The book has been designed/typeset by Ian Lowey of Bopcap Book Services and edited by Suzy Prince, who are the co-authors of The Graphic Art of the Underground: A Counter-Cultural History.
“An excellent compendium of Prince’s musings and meditations on all things wyrdly bucolic, uncanny, and elegiac, spanning a spectral spectrum from Richard Mabey to Zardoz, Virginia Astley to Sapphire & Steel.” Simon Reynolds, author of Retromania and Energy Flash
Text extracts from the book can be visited here, which will build throughout 2018 to include all 52 chapters.
Book Chapter List:
1. Electric Eden: Unearthing Britain’s Visionary Music: Folk Vs Pop, Less Harvested Cultural Landscapes and Acts of Enclosure, Old and New
2. Gather in the Mushrooms: Early Signposts and Underground Acid Folk Explorations
3. Hauntology: Places Where Society Goes to Dream, the Defining and Deletion of Spectres and the Making of an Ungenre
4. Cuckoos in the Same Nest: Hauntological and Otherly Folk Confluences and Intertwinings
5. Ghost Box Records: Parallel Worlds, Conjuring Spectral Memories, Magic Old and New and Slipstream Trips to the Panda Pops Disco
6. Folk Horror Roots: From But a Few Seedlings Did a Great Forest Grow
7. 1973: A Time of Schism and a Dybbuk’s Dozen of Fractures
8. Broadcast: Recalibration, Constellation and Exploratory Pop
9. Tales From The Black Meadow, The Book of the Lost and The Equestrian Vortex: The Imagined Spaces of Imaginary Soundtracks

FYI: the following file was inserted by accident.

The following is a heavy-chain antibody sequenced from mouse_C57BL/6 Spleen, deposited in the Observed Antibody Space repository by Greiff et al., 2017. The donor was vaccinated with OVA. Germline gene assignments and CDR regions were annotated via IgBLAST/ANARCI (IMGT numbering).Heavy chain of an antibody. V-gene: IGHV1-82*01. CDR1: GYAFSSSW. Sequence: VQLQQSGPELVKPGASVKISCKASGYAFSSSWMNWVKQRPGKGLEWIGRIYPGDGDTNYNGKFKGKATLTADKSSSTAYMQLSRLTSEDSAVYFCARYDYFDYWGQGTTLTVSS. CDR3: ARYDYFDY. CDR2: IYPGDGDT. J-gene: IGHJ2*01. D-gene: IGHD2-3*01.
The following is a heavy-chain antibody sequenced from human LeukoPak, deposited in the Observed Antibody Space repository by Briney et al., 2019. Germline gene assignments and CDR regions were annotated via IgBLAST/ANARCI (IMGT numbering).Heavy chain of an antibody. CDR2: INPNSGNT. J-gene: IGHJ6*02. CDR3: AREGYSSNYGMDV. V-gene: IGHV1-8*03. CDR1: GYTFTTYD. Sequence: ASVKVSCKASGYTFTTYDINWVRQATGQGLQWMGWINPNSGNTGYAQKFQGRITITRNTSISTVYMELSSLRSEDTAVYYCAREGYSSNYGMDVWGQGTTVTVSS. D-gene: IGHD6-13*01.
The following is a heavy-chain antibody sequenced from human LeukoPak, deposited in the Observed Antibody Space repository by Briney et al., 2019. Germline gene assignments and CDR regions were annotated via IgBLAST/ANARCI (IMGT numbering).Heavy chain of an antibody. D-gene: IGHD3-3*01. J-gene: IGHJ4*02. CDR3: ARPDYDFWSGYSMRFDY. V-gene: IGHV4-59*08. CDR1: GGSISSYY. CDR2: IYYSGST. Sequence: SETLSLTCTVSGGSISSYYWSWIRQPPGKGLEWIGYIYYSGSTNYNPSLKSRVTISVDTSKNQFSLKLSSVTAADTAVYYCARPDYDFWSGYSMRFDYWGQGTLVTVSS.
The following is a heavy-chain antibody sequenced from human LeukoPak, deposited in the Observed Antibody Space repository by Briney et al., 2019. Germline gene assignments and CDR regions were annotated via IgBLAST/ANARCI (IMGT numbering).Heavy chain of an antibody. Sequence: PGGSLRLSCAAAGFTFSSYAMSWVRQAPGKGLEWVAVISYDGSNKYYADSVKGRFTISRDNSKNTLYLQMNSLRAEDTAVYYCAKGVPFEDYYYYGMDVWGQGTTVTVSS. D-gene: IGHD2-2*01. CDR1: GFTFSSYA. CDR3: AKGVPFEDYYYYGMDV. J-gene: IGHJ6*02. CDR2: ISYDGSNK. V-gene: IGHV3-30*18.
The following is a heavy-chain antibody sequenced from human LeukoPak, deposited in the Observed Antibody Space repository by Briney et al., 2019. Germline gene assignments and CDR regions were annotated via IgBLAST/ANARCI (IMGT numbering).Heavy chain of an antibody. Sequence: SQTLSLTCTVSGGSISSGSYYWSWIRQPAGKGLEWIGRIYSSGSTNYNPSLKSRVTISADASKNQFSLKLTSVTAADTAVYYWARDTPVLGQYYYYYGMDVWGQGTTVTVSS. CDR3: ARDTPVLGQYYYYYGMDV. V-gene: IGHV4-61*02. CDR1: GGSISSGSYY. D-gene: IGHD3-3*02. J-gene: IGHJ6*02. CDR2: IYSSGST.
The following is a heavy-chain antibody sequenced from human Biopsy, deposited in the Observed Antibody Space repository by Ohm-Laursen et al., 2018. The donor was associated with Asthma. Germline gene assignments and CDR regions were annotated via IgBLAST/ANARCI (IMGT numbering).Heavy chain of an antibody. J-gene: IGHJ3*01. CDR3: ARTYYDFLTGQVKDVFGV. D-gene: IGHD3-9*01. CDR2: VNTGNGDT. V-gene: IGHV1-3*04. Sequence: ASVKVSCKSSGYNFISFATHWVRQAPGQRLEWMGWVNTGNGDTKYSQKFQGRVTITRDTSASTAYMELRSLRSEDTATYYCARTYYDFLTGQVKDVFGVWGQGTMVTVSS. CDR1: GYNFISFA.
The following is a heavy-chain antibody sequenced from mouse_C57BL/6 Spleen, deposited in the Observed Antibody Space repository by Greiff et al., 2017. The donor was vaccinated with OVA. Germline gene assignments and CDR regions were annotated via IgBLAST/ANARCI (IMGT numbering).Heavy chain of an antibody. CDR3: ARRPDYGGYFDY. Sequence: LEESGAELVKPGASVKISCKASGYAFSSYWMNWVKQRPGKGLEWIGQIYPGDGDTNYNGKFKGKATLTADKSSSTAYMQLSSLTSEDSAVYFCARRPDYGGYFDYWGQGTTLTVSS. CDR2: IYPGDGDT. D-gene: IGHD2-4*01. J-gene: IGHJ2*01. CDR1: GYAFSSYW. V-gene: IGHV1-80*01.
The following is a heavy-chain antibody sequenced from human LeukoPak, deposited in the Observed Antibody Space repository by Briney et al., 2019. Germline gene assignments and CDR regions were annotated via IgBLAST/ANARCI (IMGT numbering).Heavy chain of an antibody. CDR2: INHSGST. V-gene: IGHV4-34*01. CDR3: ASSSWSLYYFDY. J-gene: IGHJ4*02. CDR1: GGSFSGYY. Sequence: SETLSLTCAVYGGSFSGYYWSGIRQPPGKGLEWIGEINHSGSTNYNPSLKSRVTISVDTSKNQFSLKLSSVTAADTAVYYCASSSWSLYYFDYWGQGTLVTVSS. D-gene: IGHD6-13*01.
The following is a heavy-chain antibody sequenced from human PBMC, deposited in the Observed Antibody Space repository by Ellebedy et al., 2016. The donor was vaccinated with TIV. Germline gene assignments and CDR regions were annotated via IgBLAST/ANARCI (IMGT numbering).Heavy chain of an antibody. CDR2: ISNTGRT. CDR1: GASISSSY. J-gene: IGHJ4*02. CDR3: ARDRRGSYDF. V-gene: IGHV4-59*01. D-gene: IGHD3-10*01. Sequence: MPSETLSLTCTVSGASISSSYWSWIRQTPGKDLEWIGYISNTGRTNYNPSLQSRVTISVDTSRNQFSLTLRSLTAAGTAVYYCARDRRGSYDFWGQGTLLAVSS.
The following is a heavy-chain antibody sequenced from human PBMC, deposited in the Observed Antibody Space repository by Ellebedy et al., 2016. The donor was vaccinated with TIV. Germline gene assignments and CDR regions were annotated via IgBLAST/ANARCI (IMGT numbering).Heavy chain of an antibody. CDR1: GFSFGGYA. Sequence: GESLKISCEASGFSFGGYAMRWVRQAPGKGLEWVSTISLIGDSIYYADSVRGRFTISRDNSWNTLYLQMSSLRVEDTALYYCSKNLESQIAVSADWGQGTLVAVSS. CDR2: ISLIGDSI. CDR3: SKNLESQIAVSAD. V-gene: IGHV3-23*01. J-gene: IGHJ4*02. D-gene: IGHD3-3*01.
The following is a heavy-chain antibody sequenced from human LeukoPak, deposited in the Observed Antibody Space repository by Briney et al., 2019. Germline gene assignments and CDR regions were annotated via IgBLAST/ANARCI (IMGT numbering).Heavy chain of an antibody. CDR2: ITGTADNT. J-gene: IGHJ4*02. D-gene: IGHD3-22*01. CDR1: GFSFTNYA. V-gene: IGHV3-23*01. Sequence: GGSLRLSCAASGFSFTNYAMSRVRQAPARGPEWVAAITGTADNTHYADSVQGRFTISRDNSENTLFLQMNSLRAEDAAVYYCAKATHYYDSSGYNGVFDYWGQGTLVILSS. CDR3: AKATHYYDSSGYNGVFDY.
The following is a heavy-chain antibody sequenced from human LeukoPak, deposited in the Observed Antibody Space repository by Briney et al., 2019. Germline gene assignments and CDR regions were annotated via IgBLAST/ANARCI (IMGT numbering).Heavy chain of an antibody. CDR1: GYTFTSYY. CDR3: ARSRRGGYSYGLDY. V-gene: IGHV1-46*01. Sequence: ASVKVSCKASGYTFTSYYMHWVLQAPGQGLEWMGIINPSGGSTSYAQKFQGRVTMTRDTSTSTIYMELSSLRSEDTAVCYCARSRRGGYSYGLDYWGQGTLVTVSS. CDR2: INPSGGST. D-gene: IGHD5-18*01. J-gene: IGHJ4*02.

10. The Wicker Man: Notes on a Cultural Behemoth
11. Robin Redbreast, The Ash Tree, Sky, The Changes, Penda’s Fen Red Shift and The Owl Service: Wanderings Through Spectral Television Landscapes
12. A Bear’s Ghosts: Soviet Dreams and Lost Futures
13. From “Two Tribes” to WarGames: The Ascendancy of Apocalyptic Popular Culture
14. Christopher Priest’s A Dream of Wessex: Twentieth Century Slipstream Echoes
15. Sapphire & Steel and Ghosts in the Machine: Nowhere, Forever and Lost Spaces within Cultural Circuitry
16. Kill List, Puffball, In the Dark Half and Butter on the Latch: Folk Horror Descendants by Way of the Kitchen Sink
17. The Quietened Bunker, Waiting For The End of the World, Subterranea Britannica, Bunker Archaeology and The Delaware Road: Ghosts, Havens and Curious Repurposings Beneath Our Feet
18. From The Unofficial Countryside to Soft Estate: Edgeland Documents, Memories and Explorations
19. The Ballad of Shirley Collins and Pastoral Noir: Tales and Intertwinings from Hidden Furrows
20. “Savage Party” and Randall & Hopkirk (Deceased): Glimpses of Albion in the Overgrowth
21. Uncommonly British Days Out and the Following of Ghosts: File under Psychogeographic/Hauntological Stocking Fillers
22. Gone to Earth: Earlier Traces of an Otherly Albion
23. Queens of Evil, Tam Lin and The Touchables: High Fashion Transitional Psych Folk Horror, Pastoral Fantasy and Dreamlike Isolation
24. Luke Haines: Our Most Non-Hauntological Hauntologist
25. Tim Hart, Maddy Prior and “The Dalesman’s Litany”: A Yearning for Imaginative Idylls and a Counterpart to Tales of Hellish Mills
26. Katalin Varga, Berberian Sound Studio and The Duke of Burgundy : Arthouse Evolution and Crossing the Thresholds of the Hinterland Worlds of Peter Strickland
27. General Orders No. 9 and By Our Selves: Cinematic Pastoral Experimentalism
28. No Blade of Grass and Z.P.G.: A Curious Dystopian Mini-Genre
29. The Midwich Cuckoos and The Day of the Triffids: John Wyndham, Dystopian Tales, Celluloid Cuckoos and the Village as Anything But Idyll
30. Folk Archive and Unsophisticated Arts: Documenting the Overlooked and Unregulated
31. Folkloric Photography: A Lineage of Wanderings, Documentings and Imaginings